Speakers

Guy Abrahams
Guy Abrahams is a Co-founder of CLIMARTE, a not for profit organisation that promotes the role of the Arts in informing, engaging and inspiring action on climate change and sustainability, and Director of the Art+Environment consultancy. Guy has worked as a lawyer and a gallery director, he has been on the Boards of numerous organisations, and has recently completed a Master of Environment at the University of Melbourne.

Deb Anderson
Deb Anderson teaches at Monash Journalism and writes on higher education for Melbourne’s broadsheet, The Age. Her doctoral thesis (2011) examined oral histories of the lived experience of drought and shifting perceptions of climate change in rural Victoria. Her fascination with climate likely stems from her youth, spent in Queensland's Wet Tropics.

Christine Black
Dr. C.F. Black is a descendant of the Kombumerri and Munaljahlai peoples of South East Queensland. Christine is the author of The Land is the Source of the Law: An Dialogic Encounter with an Indigenous Jurisprudence (Routledge, 2011).

Devin Bowles
Devin Bowles is a PhD candidate in population health and epidemiology at the ANU. He has previously published articles on cultural history and psychology, among other topics.

Tom Bristow
Tom Bristow is a lecturer in English Literature at the University of New England, New South Wales. Tom previously taught at the University of Edinburgh; he is currently the Vice President (Australia) of the Association for the Study of Literature, Environment and Culture –Australia, New Zealand (ASLEC-ANZ).

Tom Ford
Thomas Ford is an ARC Postdoctoral Fellow at the Humanities Research Centre, ANU. He is currently completing a book on Romantic Atmospheres: The Poetics of Aerial Culture, 1774-1848.

Adeline Johns-Putra
Adeline Johns-Putra is currently a Senior Lecturer in English at the University of Exeter; from September 2012, she will be a Reader in English Literature at the University of Surrey. She has written books on epic poetry and Romantic women's writing, and is completing a monograph on climate change and the contemporary novel. She is Chair of the Association for the Study of Literature and Environment (UK and Ireland).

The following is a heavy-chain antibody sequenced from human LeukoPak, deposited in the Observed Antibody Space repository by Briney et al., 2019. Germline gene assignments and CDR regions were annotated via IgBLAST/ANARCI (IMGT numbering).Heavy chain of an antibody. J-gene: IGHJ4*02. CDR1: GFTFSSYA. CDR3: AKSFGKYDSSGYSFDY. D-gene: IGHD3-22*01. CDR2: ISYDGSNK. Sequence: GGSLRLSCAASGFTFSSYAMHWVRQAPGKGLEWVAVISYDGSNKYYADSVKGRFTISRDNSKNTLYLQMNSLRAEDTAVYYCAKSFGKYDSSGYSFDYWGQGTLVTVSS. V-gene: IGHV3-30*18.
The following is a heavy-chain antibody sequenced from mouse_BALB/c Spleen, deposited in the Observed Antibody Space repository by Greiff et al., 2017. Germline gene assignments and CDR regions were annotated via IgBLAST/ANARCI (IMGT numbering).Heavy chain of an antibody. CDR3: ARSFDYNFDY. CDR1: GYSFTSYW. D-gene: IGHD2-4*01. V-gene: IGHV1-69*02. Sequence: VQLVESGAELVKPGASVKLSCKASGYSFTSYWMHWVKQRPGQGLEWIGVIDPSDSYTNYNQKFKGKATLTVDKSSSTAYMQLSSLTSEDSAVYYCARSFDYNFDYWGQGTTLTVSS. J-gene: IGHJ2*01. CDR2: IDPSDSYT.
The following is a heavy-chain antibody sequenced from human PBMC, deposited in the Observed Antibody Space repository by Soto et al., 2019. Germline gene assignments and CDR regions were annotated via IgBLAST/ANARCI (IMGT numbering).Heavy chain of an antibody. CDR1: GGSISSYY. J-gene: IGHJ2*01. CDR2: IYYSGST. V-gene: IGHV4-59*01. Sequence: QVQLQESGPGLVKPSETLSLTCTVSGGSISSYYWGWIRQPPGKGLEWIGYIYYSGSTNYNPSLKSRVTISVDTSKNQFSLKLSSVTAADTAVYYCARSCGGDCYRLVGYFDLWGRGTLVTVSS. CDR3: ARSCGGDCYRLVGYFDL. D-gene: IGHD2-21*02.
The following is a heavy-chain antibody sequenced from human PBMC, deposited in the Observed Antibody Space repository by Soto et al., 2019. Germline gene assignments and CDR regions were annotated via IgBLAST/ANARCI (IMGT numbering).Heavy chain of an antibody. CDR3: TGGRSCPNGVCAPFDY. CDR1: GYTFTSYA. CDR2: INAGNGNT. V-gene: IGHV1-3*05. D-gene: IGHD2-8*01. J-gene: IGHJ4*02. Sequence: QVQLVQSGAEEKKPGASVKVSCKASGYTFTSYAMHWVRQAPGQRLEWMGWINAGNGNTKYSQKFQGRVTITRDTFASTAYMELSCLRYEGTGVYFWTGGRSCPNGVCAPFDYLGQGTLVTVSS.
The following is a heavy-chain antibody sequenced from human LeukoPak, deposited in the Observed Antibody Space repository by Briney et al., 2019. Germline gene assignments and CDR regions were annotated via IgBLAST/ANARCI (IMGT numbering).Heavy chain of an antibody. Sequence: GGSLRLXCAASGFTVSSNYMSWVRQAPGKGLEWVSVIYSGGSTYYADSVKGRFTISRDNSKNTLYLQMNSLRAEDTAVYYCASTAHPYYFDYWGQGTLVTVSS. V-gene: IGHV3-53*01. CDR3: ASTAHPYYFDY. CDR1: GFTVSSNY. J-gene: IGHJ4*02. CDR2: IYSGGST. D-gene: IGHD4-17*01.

Deborah Jordan
Deborah Jordan, literary historian and writer, is currently working on a wider project on climate change narratives across literature, film and media with others at the University of Queensland. She is a cultural historian and writer.

Elaine Kelly
Elaine Kelly is Chancellor's Postdoctoral Fellow at the University of Technology, Sydney. Her research looks at the renegotiation of sovereignty and rights in the context of climate change, with a particular emphasis on how these affect the politics and ethics of dwelling.

Nick Mansfield
Nick Mansfield is Dean, Higher Degree Research at Macquarie University. He has written extensively on subjectivity, sovereignty, war and climate change, with an especial focus on the work of Jacques Derrida. He is one of the general editors of the journal Derrida Today, published by Edinburgh University Press.

Ann McCulloch
Ann McCulloch, Professor of Literary studies in The School of Communication & Creative Arts, Deakin University, Melbourne Campus, is the author of A Tragic Vision: the Novels of Patrick White and  Dance of the Nomad: A Study of the Selected Notebooks of A.D. Hope.  A playwright and director, she has also published widely on aesthetics, philosophy and its interface with literature, biography, Australian literature, the theory of Tragedy, and the visual and literary representation of depression, trauma and environmental ethics.

Helen McDonald
Helen McDonald is a Research Fellow in the Art History Program, School of Culture and Communication at the University of Melbourne.  She is the author of Erotic Ambiguities: The Female Nude in Art (London & New York: Routledge) 2001 and Patricia Piccinini: Nearly Beloved (Sydney: Piper Press) 2012. Focusing on contemporary and late modernist art, including Australian Aboriginal art, her recent research explores aesthetics of dryness and dry country through the lens of climate change.

Karla McManus
Karla McManus is a PhD student in the Interuniversity programme in Art History at Concordia University, Montreal, Quebec and a part-time lecturer in the department of Art History. Her research focuses on the presentation and interpretation of landscape photography as environmentalist in contemporary visual culture.